The third argument addresses the expansion of the galaxies. There is plenty of scientific evidence to show that the universe is in a holding pattern (which is what the steady state theory posits). The universe is not static, but the Hubble Telescope shows plenty of evidence that the universe is expanding outward from a central starting point. This leads us to a conclusion that the universe did have a beginning from single starting point.

The scientific discipline of astrophysics has confirmed that there was a time that the universe did not exist, but then came into existence from nothing.  This is what Christian theologians and philosophers call creation ex nihilo (creation out of nothing).

This means that at one point time there was nothing. But then there was something.  There was nothing, and then something natural came into being by a supernatural agent. What or Who is that supernatural agent?  Or can I ask the question this way, “why is there something rather than nothing?” (Lucretius, a first century BC Roman philosopher).

The universe must have a cause. Its beginning from nothing must have come about by means of something outside itself.  That cause must be spaceless and timeless because both space and time began to exist when the universe began.  To add to this, that First Cause of the universe must be eternal (not bound by time) and without cause because an infinite series of causes is impossible. The universe itself cannot be self caused (be its own cause) because it is temporal, changing, finite and science shows us that it had a beginning.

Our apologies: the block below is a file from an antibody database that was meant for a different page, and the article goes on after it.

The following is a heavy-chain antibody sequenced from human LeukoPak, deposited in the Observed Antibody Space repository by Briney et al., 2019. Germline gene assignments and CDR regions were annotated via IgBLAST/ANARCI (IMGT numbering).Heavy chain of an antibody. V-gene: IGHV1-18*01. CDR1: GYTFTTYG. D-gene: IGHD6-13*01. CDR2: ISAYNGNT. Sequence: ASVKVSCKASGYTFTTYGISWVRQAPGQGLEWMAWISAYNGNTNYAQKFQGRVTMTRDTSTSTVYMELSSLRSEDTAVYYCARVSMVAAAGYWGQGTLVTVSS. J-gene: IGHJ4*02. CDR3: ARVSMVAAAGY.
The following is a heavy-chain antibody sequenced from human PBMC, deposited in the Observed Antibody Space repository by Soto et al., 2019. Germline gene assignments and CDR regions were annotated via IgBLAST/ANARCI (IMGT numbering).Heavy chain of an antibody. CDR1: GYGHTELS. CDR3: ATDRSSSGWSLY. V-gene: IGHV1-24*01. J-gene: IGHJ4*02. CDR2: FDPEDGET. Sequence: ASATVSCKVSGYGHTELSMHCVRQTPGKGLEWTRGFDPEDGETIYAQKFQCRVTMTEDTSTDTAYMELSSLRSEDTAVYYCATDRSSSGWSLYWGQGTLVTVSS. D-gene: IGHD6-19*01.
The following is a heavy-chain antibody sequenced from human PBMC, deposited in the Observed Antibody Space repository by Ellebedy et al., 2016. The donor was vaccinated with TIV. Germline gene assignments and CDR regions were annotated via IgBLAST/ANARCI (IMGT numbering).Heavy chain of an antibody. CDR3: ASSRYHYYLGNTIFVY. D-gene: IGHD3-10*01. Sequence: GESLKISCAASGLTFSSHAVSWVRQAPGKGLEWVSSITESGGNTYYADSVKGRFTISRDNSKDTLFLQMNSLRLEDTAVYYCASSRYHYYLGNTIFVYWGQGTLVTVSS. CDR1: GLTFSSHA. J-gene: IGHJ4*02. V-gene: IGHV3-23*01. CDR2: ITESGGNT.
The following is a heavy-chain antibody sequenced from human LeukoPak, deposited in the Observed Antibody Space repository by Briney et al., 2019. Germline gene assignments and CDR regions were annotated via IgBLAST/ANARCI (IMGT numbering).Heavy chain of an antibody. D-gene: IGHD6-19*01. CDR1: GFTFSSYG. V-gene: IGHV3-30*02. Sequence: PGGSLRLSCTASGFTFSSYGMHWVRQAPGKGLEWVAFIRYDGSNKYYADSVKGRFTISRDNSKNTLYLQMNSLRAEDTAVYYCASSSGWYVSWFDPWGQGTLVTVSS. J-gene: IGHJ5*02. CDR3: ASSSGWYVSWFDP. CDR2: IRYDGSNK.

It would seem that this spaceless, timeless, immaterial, powerful, moral, personal, intelligent, sustainer, Creator and uncaused First Cause of the existence and design of the universe might possibly exist. So if something like the universe has a beginning, then it must have a Beginner and that Beginner is the only entity in existence, the reason for whose existence is in Himself.  And that First Cause is drawing you and I to the verse of the Bible where it says, “In the beginning God. . . “
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robgoodgravatarRob is a blogger, writer and public speaker on a mission to equip the believer to think and articulate what they believe and to communicate the message of the gospel to a confused culture in a confused, chaotic, “brave new world.”  He is available to come and speak to your church, college club, or group. Find out what people are saying.

If you would like to book Rob for a speaking event, you can do so by emailing him at roblundberg@ratiochristi.org    If you have other questions about apologetics or doing apologetics, or if you are looking for apologetics resources, contact our ministry by email.

Author: roblundberg

I am a blogger, writer, equipper, and public speaker on a mission to equip the believer to think and articulate what they believe and then take it and communicate it to a confused culture in a "brave new world." My mission involves evangelism undergirded by apologetics, and training; and equipping you to walk in the spiritual disciplines. I currently serve as the local Chapter Director and Community Apologist for Ratio Christi in Fredericksburg, VA.

6 thoughts on “So, Does the Universe Have a Beginning?”

  1. Speaking as a skeptic who has spent a good deal of time thinking about this issue, I will say that my doubts regarding whether or not the universe began to exist have absolutely nothing to do with popular television programs, and absolutely everything to do with philosophy and physics.

    Yes, if we extrapolate backward from the fact of the universe’s expansion, we can develop a model in which time is past-finite. That is not the same as saying that it is impossible to develop models in which time is past-infinite. Given certain assumptions, the former seems quite likely; however, we are far from having demonstrated the validity of those assumptions, and the question is most certainly still an open one in cosmology.